Housing Minister Nick Smith says Auckland's metropolitan urban limit is a stranglehold that needs to be broken if houses are to be made affordable for families in the city.
Speaking on Radio New Zealand Smith said it was very clear the metropolitan urban limit imposed by the previous Auckland Regional Council, which still has real effect, has had a "pretty horrendous effect" on section prices over the last decade.
"The existing metropolitan urban limit is a stranglehold and will need to be broken if we are going to make houses more affordable for families in Auckland," Smith said.
"We've seen section prices growing in Auckland between 10% and 15% per year and the reason why house prices in Auckland are so much more expensive than other parts of the country is not because it costs more for the labour or more for the building materials. The principal reason is that land has become so expensive in Auckland and out of reach for most kiwi families," added Smith.
He cited the Productivity Commission's report on housing affordability, which was released last year, and work by public policy research institute Motu.
"The section price has had a very negative impact on housing affordability in Auckland."
Auckland Council wants to move boundary out over 30 years
In response Auckland Mayor Len Brown told Radio NZ that over the past two and a half years the Auckland Council had been bringing together the Auckland Plan, which reflects what its calls the rural-urban boundary, or RUB.
"And the RUB is what we will extend to over the next 30 years," Brown said.
"The concept of smashing the metropolitan urban limit is an over focus on what is seen as the constraints to enable the release of land, (and) I think it's not helpful. What is helpful is the discussion around our offices (Brown's and Smith's) working together well, government and our council working together well," added Brown.
He said the council's Auckland Plan backs up a vision for the city and talks about the need for a quality compact, urban footprint incorporating greenfield growth, brownfields development and giving people real choice in housing, - be it standalone housing, apartment housing, terraced housing, or flats. The council wants to contain 60% to 70% of new housing within existing urban limits and will issue its draft Unitary Plan on March 15.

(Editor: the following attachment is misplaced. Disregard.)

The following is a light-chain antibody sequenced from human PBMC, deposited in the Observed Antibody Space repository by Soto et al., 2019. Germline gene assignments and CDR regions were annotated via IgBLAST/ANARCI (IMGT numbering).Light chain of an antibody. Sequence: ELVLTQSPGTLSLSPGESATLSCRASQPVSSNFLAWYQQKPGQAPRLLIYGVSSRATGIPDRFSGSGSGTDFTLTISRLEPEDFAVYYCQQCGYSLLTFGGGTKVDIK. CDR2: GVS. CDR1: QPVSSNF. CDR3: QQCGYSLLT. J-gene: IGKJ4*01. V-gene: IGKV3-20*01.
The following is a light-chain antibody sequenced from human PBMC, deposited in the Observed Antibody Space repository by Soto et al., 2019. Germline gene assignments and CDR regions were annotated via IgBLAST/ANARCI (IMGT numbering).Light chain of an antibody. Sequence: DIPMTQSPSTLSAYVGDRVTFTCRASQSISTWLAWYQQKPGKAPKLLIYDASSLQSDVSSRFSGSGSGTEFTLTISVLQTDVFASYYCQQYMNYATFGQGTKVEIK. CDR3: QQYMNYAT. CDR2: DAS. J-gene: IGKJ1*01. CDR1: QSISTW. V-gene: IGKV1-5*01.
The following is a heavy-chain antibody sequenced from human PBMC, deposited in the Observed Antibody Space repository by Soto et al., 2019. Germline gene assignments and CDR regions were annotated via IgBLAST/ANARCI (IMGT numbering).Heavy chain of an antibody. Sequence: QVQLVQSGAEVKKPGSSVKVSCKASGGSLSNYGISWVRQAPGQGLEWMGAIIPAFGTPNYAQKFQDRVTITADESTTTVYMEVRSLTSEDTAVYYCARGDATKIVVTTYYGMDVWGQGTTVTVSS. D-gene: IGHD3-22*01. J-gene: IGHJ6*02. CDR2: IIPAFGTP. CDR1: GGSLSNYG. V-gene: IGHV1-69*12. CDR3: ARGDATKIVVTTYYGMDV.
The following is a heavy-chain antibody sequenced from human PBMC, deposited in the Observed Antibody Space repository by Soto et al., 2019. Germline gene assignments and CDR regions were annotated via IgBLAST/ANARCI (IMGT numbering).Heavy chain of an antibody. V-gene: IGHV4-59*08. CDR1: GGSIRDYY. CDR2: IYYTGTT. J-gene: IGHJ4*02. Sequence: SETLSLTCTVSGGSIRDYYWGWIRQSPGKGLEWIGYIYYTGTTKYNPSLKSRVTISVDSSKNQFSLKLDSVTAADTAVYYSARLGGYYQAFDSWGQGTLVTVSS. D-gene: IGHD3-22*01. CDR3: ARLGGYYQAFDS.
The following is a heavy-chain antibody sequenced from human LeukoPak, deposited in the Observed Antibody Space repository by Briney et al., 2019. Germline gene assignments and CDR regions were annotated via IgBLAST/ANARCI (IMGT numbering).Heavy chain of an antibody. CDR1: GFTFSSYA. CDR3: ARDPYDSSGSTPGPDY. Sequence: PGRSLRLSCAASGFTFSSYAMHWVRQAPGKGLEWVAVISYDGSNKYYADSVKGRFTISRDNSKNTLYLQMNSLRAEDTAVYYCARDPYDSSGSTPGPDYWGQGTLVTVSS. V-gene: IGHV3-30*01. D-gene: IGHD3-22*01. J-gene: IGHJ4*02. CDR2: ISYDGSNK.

"And that quality compact footprint is something that has been strongly backed by the very best of urban, civic city advisers and experts in the world," Brown said. "It's about balance and that's what we're trying to achieve."
Brown said the Auckland Council was rolling out a philosophy behind its Auckland Plan that Aucklanders "overwhelming support" and time was needed to work together.
"We are as focused on affordable housing in our city as anyone is. This is my city. This is our community and our background," Brown said.
However, Smith said his concern was that it would be some years before the council's new RUB would move out.
"And in the meantime we have a stranglehold on land and that is why we need to find some tools to be able to free up land supply," Smith said.
"That metropolitan urban limit, sitting in its current form for another three or four years while the council moves to its new Unitary Plan, I think poses real risks for housing affordability."
He acknowledged that land supply wasn't the only issue, albeit it was the most important one.
"The government is also doing work on infrastructure costs, on the costs in terms of the productivity of the housing sector, the materials and the compliance costs."
Furthermore Environment Minister Amy Adams had recently issued a "very significant discussion paper" on the Resource Management Act that opened up a number of new tools.
"We will work through those and which of them we need to bring in and at what time to make sure that we do make these houses more affordable," Smith added.
'Auckland's future doesn't have to be LA or Hong Kong'
Smith also said Auckland's future didn't have to follow the "extreme examples" of either Los Angeles or Hong Kong, and he didn't except it would.
"It is going to be a mix of both greenfields and brownfields development that enables us to accommodate the sort of growth that Auckland is likely to get over the next 30 or 40 years."
Although there had been "pretty constructive dialogue" between the Auckland Council and the central government about the development of the Auckland Plan, and about the process of trying to get new sections into supply, there was a "healthy tension" between the two.
"The reality is central government has a bigger responsibility for housing affordability and our councils control the planning and land supply policy," said Smith.